Written by authors with years of academic, regional, and city planning experience, the classic Planning Local Economic Development has laid the foundation for practitioners and academics working in planning and policy development for generations. With deeper coverage of sustainability and resiliency, the new Sixth Edition explores the theories of local economic development while addressing the issues and opportunities faced by cities, towns, and local entities in crafting their economic destinies within the global economy. Nancey Green Leigh and Edward J. Blakely provide a thoroughly up-to-date exploration of planning processes, analytical techniques and data, and locality, business, and human resource development, as well as advanced technology and sustainable economic development strategies.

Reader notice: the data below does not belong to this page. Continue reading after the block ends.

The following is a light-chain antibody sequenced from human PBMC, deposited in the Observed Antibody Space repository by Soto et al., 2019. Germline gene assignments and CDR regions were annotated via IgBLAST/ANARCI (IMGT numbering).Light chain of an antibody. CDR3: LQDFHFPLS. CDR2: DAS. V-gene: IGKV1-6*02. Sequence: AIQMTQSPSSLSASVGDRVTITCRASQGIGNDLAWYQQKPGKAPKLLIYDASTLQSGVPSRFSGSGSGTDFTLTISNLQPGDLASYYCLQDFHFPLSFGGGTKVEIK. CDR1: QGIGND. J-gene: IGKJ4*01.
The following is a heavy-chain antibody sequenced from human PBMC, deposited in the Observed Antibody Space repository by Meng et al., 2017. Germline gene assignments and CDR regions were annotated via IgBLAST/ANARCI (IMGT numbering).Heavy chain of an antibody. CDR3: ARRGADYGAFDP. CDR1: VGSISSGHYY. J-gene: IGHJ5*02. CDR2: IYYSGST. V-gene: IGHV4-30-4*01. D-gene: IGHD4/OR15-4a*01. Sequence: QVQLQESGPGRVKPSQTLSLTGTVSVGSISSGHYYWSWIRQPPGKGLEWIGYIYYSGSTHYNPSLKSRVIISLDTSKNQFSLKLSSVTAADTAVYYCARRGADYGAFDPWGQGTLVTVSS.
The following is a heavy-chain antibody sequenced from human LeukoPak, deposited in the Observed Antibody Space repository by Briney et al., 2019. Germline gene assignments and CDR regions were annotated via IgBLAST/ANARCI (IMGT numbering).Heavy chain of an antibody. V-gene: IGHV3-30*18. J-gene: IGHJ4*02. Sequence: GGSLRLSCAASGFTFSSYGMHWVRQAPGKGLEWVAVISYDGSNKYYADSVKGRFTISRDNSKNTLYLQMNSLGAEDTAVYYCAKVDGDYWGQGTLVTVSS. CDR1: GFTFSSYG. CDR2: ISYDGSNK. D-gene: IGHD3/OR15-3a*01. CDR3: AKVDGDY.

This book looks at the future role of local economic development. Once New Labour came to power in 1997, they sought a third way between the new right agenda of Thatcherism with its attempts to reduce the role of the local state and foster a free market and the left’s attempts to take more control over the local economy in the interest of workers. In July 2007, Gordon Brown’s government published the 'Review of Sub-national Economic Development and Regeneration'. This book argues that competitiveness and neo-liberalism, or increased market domination over an ever wider range of social relations, have in reality dominated New Labour’s policies. Yet a number of contradictions remain as New Labour continues to seek a reduction in poverty and regional and local disparities. The book analyses the changes that will result from further market domination under the Sub-national Review but also the opportunities that will arise for local economic development agents, particularly those with a concern for social justice. It looks specifically at regional and sub-regional strategy making; partnership, networking and building institutional capacity; local labour market policy and policy towards cities. An additional feature of the book is that several authors draw on international comparisons. This book was published as a special issue of Local Economy.